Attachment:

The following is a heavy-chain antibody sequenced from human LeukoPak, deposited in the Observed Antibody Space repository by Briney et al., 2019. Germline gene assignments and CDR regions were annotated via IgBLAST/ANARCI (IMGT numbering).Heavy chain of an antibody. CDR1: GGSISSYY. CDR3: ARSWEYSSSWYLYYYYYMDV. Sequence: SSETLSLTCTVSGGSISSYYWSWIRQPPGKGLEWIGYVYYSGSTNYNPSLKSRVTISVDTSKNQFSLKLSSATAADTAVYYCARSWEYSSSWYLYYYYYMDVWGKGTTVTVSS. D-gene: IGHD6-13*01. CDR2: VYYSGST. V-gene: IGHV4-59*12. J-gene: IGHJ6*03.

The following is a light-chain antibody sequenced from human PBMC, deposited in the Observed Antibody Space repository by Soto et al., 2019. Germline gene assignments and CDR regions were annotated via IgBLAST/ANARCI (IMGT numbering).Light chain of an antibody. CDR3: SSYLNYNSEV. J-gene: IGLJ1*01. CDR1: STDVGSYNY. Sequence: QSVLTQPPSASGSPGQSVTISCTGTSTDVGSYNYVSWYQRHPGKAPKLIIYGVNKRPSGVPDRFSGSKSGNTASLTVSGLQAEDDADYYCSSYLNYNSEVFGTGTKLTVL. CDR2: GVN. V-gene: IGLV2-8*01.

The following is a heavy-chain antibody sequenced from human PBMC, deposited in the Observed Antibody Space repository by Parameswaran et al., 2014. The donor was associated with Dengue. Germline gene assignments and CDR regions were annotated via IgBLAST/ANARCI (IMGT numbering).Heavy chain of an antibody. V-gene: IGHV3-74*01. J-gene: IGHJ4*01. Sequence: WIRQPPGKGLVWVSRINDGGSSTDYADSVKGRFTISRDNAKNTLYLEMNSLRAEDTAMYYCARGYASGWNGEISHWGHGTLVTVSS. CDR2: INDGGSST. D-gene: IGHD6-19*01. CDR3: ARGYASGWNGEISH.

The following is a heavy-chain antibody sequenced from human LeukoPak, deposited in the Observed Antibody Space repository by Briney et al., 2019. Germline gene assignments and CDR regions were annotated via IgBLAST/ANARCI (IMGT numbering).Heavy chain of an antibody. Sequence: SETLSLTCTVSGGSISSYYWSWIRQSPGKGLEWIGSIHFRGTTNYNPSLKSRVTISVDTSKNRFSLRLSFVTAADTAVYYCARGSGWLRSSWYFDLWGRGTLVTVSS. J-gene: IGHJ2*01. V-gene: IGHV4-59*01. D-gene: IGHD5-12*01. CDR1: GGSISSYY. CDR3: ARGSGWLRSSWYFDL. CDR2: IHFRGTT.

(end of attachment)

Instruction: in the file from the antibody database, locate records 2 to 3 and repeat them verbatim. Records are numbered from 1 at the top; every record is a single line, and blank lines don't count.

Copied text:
The following is a light-chain antibody sequenced from human PBMC, deposited in the Observed Antibody Space repository by Soto et al., 2019. Germline gene assignments and CDR regions were annotated via IgBLAST/ANARCI (IMGT numbering).Light chain of an antibody. CDR3: SSYLNYNSEV. J-gene: IGLJ1*01. CDR1: STDVGSYNY. Sequence: QSVLTQPPSASGSPGQSVTISCTGTSTDVGSYNYVSWYQRHPGKAPKLIIYGVNKRPSGVPDRFSGSKSGNTASLTVSGLQAEDDADYYCSSYLNYNSEVFGTGTKLTVL. CDR2: GVN. V-gene: IGLV2-8*01.

The following is a heavy-chain antibody sequenced from human PBMC, deposited in the Observed Antibody Space repository by Parameswaran et al., 2014. The donor was associated with Dengue. Germline gene assignments and CDR regions were annotated via IgBLAST/ANARCI (IMGT numbering).Heavy chain of an antibody. V-gene: IGHV3-74*01. J-gene: IGHJ4*01. Sequence: WIRQPPGKGLVWVSRINDGGSSTDYADSVKGRFTISRDNAKNTLYLEMNSLRAEDTAMYYCARGYASGWNGEISHWGHGTLVTVSS. CDR2: INDGGSST. D-gene: IGHD6-19*01. CDR3: ARGYASGWNGEISH.